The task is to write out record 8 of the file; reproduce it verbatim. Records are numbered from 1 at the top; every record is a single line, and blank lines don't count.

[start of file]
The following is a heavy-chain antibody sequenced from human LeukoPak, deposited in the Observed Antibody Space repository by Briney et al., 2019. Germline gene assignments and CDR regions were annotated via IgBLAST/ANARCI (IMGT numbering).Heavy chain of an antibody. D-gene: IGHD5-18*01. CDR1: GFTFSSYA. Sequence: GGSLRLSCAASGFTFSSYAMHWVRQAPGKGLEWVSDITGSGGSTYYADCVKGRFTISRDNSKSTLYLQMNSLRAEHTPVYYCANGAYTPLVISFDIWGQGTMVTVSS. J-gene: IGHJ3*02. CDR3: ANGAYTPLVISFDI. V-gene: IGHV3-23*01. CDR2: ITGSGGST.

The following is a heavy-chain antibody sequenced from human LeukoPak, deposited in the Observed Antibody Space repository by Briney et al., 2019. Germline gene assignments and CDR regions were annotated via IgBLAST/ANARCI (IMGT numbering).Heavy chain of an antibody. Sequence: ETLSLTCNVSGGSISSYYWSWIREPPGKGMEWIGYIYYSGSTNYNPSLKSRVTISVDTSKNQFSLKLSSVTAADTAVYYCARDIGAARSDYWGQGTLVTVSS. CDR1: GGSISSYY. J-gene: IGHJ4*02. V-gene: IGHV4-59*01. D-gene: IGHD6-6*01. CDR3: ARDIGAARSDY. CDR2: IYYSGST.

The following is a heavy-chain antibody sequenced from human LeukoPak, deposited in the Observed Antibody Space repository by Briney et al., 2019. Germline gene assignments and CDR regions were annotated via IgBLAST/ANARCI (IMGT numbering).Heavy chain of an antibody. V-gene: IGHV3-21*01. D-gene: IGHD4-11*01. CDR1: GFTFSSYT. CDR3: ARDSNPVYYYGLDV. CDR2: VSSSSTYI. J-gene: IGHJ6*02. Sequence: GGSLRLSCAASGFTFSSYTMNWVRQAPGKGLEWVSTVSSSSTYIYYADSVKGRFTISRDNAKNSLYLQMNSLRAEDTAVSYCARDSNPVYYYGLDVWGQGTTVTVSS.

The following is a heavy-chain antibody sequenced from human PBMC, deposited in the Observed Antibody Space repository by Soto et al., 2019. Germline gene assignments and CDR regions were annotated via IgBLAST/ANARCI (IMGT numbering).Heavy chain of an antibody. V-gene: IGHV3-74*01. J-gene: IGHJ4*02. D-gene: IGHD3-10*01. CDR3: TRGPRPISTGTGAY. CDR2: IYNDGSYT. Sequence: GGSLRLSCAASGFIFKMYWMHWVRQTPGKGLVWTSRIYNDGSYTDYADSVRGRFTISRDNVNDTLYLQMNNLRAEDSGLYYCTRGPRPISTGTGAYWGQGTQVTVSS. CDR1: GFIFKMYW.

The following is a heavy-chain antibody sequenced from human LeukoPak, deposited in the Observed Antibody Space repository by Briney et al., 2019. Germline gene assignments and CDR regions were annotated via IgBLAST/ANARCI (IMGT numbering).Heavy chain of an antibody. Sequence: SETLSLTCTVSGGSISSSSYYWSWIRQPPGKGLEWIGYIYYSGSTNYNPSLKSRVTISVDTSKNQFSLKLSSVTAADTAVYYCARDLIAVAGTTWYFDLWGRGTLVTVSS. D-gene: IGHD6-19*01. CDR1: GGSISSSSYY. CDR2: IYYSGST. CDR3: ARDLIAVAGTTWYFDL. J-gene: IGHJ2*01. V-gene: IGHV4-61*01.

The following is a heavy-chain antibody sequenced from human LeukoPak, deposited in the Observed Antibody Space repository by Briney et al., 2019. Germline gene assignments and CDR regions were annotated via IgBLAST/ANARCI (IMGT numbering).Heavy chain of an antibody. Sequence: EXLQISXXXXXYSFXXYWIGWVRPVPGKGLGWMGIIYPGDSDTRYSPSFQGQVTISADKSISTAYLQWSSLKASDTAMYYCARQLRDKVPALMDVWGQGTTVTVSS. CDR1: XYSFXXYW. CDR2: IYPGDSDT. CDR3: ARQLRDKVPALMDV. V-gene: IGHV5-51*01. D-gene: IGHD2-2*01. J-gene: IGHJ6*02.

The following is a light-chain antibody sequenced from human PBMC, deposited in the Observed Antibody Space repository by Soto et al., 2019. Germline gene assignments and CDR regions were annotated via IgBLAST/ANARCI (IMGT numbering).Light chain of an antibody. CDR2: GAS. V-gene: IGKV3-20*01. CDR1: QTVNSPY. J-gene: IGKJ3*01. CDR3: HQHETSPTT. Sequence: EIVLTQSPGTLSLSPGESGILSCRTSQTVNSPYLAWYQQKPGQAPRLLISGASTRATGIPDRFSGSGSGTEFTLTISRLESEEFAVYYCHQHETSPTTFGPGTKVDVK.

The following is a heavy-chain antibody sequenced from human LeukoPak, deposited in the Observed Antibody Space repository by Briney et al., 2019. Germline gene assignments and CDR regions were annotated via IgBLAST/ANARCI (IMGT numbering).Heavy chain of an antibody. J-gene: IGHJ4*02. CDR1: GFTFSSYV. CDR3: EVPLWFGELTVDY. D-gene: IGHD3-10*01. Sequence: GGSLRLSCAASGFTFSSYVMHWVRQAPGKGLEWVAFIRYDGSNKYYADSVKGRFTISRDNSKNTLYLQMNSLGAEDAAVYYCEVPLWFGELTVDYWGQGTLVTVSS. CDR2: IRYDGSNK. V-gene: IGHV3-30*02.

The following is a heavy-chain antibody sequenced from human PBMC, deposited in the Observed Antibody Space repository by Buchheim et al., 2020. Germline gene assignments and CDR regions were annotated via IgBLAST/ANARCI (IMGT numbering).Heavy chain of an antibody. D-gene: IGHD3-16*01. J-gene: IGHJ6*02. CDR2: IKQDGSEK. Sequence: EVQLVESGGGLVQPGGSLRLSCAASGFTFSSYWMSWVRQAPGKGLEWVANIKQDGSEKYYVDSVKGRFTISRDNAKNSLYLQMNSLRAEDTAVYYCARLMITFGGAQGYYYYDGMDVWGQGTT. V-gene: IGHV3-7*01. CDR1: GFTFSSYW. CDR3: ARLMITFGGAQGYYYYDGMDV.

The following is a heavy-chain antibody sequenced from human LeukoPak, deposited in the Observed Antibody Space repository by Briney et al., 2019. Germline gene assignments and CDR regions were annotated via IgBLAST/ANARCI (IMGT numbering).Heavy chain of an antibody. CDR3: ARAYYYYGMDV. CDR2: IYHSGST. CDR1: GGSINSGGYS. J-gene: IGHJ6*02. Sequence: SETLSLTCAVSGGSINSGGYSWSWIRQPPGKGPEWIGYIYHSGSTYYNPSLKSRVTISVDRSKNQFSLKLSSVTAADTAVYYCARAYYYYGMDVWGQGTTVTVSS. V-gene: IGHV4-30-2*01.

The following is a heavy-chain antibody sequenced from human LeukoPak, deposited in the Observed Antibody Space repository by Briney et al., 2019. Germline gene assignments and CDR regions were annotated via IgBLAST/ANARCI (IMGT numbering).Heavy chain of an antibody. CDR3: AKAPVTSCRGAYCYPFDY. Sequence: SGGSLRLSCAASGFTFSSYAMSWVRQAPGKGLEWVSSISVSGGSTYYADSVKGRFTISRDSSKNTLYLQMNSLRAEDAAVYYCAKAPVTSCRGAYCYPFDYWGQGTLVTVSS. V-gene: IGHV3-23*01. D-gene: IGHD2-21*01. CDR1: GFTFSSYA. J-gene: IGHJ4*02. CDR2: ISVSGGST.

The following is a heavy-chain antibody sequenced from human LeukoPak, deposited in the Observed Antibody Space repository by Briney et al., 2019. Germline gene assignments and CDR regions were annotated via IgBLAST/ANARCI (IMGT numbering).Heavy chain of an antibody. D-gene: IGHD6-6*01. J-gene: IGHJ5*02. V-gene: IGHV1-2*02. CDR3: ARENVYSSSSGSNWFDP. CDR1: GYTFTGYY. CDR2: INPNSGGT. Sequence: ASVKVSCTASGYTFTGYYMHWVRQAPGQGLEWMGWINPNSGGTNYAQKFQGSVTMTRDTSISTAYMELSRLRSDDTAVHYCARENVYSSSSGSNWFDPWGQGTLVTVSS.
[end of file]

The following is a heavy-chain antibody sequenced from human LeukoPak, deposited in the Observed Antibody Space repository by Briney et al., 2019. Germline gene assignments and CDR regions were annotated via IgBLAST/ANARCI (IMGT numbering).Heavy chain of an antibody. J-gene: IGHJ4*02. CDR1: GFTFSSYV. CDR3: EVPLWFGELTVDY. D-gene: IGHD3-10*01. Sequence: GGSLRLSCAASGFTFSSYVMHWVRQAPGKGLEWVAFIRYDGSNKYYADSVKGRFTISRDNSKNTLYLQMNSLGAEDAAVYYCEVPLWFGELTVDYWGQGTLVTVSS. CDR2: IRYDGSNK. V-gene: IGHV3-30*02.